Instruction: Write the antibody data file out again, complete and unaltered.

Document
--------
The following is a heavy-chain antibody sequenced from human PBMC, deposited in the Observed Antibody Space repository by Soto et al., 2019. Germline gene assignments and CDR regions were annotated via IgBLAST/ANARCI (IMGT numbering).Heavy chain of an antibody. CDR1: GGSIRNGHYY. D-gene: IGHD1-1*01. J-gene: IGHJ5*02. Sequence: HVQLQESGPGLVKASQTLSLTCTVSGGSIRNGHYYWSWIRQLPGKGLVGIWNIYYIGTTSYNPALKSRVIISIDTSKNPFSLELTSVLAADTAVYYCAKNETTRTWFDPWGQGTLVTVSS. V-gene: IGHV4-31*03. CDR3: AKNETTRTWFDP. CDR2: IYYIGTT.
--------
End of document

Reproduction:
The following is a heavy-chain antibody sequenced from human PBMC, deposited in the Observed Antibody Space repository by Soto et al., 2019. Germline gene assignments and CDR regions were annotated via IgBLAST/ANARCI (IMGT numbering).Heavy chain of an antibody. CDR1: GGSIRNGHYY. D-gene: IGHD1-1*01. J-gene: IGHJ5*02. Sequence: HVQLQESGPGLVKASQTLSLTCTVSGGSIRNGHYYWSWIRQLPGKGLVGIWNIYYIGTTSYNPALKSRVIISIDTSKNPFSLELTSVLAADTAVYYCAKNETTRTWFDPWGQGTLVTVSS. V-gene: IGHV4-31*03. CDR3: AKNETTRTWFDP. CDR2: IYYIGTT.